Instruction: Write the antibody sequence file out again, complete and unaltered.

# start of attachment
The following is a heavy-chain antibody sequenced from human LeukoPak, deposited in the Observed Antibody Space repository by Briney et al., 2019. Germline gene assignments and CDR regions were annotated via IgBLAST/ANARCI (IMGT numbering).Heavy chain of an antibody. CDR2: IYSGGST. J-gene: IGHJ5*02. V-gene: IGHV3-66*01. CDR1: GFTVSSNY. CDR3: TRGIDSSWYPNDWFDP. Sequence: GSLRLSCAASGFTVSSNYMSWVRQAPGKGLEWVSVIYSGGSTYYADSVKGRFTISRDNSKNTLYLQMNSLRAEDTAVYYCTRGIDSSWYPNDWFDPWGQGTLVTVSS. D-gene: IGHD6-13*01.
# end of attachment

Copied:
The following is a heavy-chain antibody sequenced from human LeukoPak, deposited in the Observed Antibody Space repository by Briney et al., 2019. Germline gene assignments and CDR regions were annotated via IgBLAST/ANARCI (IMGT numbering).Heavy chain of an antibody. CDR2: IYSGGST. J-gene: IGHJ5*02. V-gene: IGHV3-66*01. CDR1: GFTVSSNY. CDR3: TRGIDSSWYPNDWFDP. Sequence: GSLRLSCAASGFTVSSNYMSWVRQAPGKGLEWVSVIYSGGSTYYADSVKGRFTISRDNSKNTLYLQMNSLRAEDTAVYYCTRGIDSSWYPNDWFDPWGQGTLVTVSS. D-gene: IGHD6-13*01.